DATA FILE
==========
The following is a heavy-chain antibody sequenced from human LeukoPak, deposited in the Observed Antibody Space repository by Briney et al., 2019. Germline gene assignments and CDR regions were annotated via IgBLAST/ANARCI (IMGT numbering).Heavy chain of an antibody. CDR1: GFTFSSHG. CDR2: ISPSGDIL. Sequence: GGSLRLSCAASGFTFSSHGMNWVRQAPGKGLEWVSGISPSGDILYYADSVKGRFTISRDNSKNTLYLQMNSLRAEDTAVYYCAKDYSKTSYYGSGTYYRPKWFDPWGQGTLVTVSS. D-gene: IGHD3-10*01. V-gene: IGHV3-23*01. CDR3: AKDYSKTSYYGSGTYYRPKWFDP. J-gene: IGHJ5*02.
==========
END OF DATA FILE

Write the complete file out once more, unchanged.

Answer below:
The following is a heavy-chain antibody sequenced from human LeukoPak, deposited in the Observed Antibody Space repository by Briney et al., 2019. Germline gene assignments and CDR regions were annotated via IgBLAST/ANARCI (IMGT numbering).Heavy chain of an antibody. CDR1: GFTFSSHG. CDR2: ISPSGDIL. Sequence: GGSLRLSCAASGFTFSSHGMNWVRQAPGKGLEWVSGISPSGDILYYADSVKGRFTISRDNSKNTLYLQMNSLRAEDTAVYYCAKDYSKTSYYGSGTYYRPKWFDPWGQGTLVTVSS. D-gene: IGHD3-10*01. V-gene: IGHV3-23*01. CDR3: AKDYSKTSYYGSGTYYRPKWFDP. J-gene: IGHJ5*02.